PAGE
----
and could push more people in to rental properties.
There was a “slight erosion” in home affordability in the second quarter of 2012, according to research from Royal Bank of Canada released Monday.
This was the second quarterly increase in the cost of owning a home this year following decreases in the second half of 2011.
As temporary promotional mortgage rates abate and the prospect of a higher benchmark interest rate from the Bank of Canada as soon as early 2013, homes are set to become even less affordable in the near future.
The cost of owning a single family detached bungalows and two-story homes edged up over the quarter, while the cost of owning a condominium remained flat, the RBC report said.
The data showed the cost of owning a two-story home takes up 49.4 per cent of the median pretax household income, up 0.6 per cent from the first quarter. The cost of owning a bungalow edged up 0.2 per cent to 43.4 per cent over the same period, while condominium costs took up 28.8 per cent of a household’s income.
Rising costs “may divert households toward some other types of housing or … maybe renting,” said Robert Hogue, a senior economist at Royal Bank of Canada.
The slow deterioration in affordability will act to cool demand, Mr. Hogue said, which policy makers might see as a positive development.
“I think policy makers would not want to see a significant deterioration in affordability, although I think they would expect some deterioration given that monetary policy is likely going to [become tighter],” Mr. Hogue said.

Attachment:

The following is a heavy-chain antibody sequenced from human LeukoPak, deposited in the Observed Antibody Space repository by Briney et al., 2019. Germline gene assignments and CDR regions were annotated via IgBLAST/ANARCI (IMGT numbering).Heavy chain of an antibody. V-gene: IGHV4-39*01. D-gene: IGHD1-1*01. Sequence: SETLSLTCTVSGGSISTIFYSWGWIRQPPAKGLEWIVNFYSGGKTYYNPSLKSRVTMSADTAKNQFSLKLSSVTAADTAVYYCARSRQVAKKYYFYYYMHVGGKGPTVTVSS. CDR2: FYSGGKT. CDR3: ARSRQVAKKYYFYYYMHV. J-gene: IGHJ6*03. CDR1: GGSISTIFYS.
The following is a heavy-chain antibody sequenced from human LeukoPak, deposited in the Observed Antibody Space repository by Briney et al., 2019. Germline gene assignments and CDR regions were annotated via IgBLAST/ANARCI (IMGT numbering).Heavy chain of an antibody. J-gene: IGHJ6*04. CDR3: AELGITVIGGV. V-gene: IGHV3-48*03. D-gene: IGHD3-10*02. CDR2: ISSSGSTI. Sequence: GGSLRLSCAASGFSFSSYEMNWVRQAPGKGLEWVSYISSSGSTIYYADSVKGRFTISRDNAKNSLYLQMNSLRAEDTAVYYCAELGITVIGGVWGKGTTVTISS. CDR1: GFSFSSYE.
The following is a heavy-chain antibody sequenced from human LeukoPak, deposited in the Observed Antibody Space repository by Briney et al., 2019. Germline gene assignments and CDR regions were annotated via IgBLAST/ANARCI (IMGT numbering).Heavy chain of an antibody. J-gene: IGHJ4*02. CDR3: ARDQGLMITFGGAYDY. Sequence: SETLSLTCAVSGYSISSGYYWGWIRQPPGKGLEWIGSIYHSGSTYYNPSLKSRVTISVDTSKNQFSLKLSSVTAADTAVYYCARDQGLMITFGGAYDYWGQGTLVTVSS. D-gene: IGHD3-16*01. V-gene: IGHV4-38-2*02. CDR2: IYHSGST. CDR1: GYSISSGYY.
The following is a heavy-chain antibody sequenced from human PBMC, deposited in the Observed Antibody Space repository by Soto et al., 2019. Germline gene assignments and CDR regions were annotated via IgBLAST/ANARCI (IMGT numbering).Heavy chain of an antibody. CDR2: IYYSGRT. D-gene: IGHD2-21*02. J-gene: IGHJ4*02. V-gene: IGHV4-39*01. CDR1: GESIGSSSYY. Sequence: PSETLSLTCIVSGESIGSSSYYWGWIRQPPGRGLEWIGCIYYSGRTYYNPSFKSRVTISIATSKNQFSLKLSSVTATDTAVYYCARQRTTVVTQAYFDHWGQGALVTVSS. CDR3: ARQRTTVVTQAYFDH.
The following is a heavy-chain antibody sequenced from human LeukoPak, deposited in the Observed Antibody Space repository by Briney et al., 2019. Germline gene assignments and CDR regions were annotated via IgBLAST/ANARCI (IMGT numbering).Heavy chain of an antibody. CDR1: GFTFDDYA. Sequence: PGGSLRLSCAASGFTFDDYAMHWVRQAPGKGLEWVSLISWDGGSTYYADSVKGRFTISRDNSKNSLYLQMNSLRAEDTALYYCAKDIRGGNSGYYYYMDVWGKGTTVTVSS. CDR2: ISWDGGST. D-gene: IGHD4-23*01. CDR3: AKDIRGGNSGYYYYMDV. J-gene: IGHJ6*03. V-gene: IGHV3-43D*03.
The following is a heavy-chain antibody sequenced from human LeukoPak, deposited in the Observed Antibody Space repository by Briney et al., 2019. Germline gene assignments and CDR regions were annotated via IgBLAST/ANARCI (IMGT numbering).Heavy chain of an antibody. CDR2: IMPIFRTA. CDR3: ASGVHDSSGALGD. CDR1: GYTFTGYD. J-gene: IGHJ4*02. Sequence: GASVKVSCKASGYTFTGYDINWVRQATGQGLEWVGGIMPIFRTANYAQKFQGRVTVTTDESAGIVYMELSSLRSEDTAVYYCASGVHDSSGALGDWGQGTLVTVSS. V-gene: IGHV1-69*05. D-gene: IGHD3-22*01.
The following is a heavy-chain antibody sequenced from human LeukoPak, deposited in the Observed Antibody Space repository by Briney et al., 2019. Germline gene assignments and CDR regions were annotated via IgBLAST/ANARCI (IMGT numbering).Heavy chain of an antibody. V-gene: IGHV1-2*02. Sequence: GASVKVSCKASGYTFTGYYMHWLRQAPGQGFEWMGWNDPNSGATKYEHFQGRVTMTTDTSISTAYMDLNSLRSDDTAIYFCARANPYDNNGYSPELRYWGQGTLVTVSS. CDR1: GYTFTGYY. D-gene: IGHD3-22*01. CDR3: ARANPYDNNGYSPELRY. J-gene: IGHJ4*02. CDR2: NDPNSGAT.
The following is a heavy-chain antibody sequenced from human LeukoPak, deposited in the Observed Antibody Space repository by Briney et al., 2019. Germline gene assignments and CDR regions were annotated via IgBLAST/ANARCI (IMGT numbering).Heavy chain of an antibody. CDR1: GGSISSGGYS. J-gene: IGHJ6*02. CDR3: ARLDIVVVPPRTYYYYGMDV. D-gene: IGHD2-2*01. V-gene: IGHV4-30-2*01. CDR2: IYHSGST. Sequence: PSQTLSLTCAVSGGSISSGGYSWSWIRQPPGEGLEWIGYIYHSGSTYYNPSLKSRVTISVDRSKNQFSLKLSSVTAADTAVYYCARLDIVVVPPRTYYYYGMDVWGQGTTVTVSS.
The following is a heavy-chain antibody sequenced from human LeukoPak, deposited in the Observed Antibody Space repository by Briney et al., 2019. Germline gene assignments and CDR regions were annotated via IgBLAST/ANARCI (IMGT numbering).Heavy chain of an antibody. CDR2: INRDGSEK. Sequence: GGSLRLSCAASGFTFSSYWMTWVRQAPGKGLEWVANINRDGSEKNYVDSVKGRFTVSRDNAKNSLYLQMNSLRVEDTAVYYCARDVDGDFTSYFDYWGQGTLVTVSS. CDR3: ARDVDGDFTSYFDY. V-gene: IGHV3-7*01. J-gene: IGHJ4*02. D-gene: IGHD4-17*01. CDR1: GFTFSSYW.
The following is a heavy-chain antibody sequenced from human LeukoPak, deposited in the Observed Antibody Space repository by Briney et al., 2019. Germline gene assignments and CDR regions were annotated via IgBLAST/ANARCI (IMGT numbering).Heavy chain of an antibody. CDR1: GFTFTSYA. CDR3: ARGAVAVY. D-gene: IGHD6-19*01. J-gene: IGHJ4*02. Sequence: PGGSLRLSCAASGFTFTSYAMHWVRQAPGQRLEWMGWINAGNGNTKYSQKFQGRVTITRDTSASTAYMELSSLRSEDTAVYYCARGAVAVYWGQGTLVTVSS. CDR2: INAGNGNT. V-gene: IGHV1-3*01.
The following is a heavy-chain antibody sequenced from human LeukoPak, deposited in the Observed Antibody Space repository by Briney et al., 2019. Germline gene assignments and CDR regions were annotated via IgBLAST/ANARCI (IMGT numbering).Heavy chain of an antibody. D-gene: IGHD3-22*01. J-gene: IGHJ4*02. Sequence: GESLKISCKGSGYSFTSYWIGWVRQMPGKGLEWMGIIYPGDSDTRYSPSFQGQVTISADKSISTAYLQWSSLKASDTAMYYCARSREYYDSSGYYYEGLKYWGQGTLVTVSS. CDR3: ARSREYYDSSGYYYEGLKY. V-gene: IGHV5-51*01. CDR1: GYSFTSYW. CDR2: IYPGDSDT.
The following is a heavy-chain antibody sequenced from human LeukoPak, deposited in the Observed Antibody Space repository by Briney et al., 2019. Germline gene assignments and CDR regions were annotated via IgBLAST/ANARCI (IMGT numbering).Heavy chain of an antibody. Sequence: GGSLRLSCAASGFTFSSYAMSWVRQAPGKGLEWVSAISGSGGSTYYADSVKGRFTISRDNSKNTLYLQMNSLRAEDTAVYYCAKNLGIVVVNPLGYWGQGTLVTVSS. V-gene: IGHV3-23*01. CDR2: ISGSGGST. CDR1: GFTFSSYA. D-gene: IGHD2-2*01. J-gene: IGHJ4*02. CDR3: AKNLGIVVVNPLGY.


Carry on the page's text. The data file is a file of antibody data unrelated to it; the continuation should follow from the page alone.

Less affordability will further cool Canada’s housing market which saw resale volumes fall in May and June and remain flat in July.
The most recent figures from the Canadian Real Estate Association show average home prices rose in 73 per cent of the regions tracked between June and July. But there were price declines in the major Toronto and Vancouver markets.
Still, RBC research shows Vancouver leads the country as the least affordable housing market. The costs associated with owning a benchmark detached bungalow in that city eat up 91 per cent of the median pretax household income, significantly more than in other major cities.
Homeowners’ costs in Toronto, including mortgage payments, property taxes and utilities, take up 54.5 per cent of a household’s income, compared with 41.9 per cent in Ottawa and 40.4 per cent in Montreal. In Calgary, the data show the comparative figure much lower at 36.7 per cent, which Mr. Hogue said is mostly related to cheaper utilities bills in the city.
Ora Morison – The Globe and Mail- Published Monday, Aug. 27 2012